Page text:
So glaring is Jesus’ absence from Bethlehem this season, one ministry paid to put up a “radical” billboard celebrating Jesus. But they also had to rent a generator and full-time security people because no private companies would provide electricity to light up the sign, and for fear that someone would deface it or burn it down.
What’s behind all of this? How is the situation going from bad to worse? I asked a Christian friend who had spent considerable time in Bethlehem until called in by police and told he was at risk and they couldn’t protect him. He packed and left, and I drove him to my home where he couldn’t be threatened.
First, he explained, the overall problem is the dominance of extremist and intolerant Islam. As a result, most Christians in Bethlehem have adopted and internalized their dhimi status, that of a “protected” but not equal minority. But he observed those, like him, who don’t toe the party line, or who have the audacity to express their biblical support of Israel, are not protected at all.
Ultimately, it’s the culture that overlays replacement theology with Palestinian-Arab liberation theology that’s anti-Jewish, anti-biblical, anti-Christian and anti-God that is dictating this atmosphere. This denies the foundation of both Judaism and Christianity.
They claim that Jesus was a “Palestinian” and that the Palestinian Arabs—the majority of whom are Muslim—are the heirs of the land and God’s promise to Abraham. With this, they hijack everything sacred and true about God and the Bible.
I live in a town literally across the valley from Bethlehem. I see into Bethlehem from my bedroom window. I have been curious to visit in general, and especially Christian-Arab friends who live there, to show them support. It’s a 10-minute car ride, maybe less. Sadly, for a number of reasons, I have concluded that it’s just not safe, or worth it.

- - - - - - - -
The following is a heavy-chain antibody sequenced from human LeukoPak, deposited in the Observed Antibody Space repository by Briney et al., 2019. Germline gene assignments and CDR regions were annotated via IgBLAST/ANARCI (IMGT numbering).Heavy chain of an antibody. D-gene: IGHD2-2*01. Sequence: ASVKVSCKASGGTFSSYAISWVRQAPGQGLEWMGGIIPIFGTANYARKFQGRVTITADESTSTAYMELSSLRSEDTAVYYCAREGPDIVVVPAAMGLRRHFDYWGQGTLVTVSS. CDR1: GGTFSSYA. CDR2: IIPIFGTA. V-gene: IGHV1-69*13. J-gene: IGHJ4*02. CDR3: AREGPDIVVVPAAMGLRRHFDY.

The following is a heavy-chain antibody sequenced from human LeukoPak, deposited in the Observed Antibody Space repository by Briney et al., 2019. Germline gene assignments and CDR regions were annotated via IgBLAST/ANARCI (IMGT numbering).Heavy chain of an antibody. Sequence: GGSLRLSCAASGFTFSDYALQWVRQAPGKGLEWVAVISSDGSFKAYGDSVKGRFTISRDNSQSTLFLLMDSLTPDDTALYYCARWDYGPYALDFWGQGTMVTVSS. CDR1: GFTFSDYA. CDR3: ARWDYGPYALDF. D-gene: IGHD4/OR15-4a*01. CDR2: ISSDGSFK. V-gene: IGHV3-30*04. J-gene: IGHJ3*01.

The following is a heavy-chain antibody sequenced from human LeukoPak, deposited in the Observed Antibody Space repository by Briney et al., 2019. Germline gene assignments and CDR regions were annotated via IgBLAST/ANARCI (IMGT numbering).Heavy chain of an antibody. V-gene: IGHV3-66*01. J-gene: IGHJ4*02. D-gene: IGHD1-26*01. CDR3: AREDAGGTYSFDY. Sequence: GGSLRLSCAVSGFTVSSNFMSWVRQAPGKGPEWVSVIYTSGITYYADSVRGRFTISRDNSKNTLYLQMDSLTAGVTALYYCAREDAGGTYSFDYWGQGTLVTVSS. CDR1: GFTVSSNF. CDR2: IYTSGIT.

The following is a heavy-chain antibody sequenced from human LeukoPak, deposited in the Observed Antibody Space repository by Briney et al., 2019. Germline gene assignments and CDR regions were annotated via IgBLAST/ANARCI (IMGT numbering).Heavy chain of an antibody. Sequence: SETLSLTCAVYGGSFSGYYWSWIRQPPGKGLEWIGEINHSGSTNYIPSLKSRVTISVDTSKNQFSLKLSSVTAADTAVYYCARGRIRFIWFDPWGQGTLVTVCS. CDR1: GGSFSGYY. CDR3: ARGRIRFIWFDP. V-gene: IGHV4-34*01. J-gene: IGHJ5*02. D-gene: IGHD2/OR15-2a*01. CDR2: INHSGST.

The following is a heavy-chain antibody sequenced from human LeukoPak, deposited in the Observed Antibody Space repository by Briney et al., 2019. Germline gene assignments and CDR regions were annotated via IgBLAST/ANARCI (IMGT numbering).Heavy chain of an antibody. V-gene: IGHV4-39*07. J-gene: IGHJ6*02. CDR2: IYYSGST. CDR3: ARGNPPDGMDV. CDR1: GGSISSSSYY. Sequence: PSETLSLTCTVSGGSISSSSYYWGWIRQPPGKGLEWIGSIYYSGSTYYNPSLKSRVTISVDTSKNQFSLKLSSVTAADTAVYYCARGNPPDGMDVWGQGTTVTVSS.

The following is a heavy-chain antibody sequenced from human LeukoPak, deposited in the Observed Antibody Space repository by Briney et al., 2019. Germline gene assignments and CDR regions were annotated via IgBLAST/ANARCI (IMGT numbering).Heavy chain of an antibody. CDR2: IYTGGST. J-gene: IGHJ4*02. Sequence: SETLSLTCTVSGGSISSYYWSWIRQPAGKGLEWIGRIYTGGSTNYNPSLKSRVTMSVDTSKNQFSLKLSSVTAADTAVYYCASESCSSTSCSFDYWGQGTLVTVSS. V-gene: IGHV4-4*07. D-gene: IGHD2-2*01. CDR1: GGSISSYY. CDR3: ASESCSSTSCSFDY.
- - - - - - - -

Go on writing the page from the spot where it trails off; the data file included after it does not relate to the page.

I hear the Islamic call to prayer broadcast five times a day. I also hear church bells and every time I do I utter a silent prayer that they will never go silent. Because the day that Christianity is eradicated from Bethlehem would be bad enough, but it will be a foreboding of worse things to come for us as Israeli Jews.
I guess it’s a good thing my name isn’t Joseph, and I am not looking for a place for myself and my pregnant wife to stay on a cold winter night. Things could get very ugly.
If Jesus were born in Bethlehem today, it’s likely he’d not have lived to do what he did and be crucified at the hand of the Romans. The world would be a very different place. Sadly, with the rise of extremist and intolerant Islam as depicted in Bethlehem and elsewhere, the world is a very different place.
Jonathan Feldstein was born and educated in the U.S. and immigrated to Israel in 2004. He is married and the father of six. Throughout his life and career, he has been blessed by the calling to fellowship with Christian supporters of Israel and shares experiences of living as an Orthodox Jew in Israel. He writes a regular column for Charisma magazine’s Standing With Israel. You can contact Jonathan at firstname.lastname@example.org.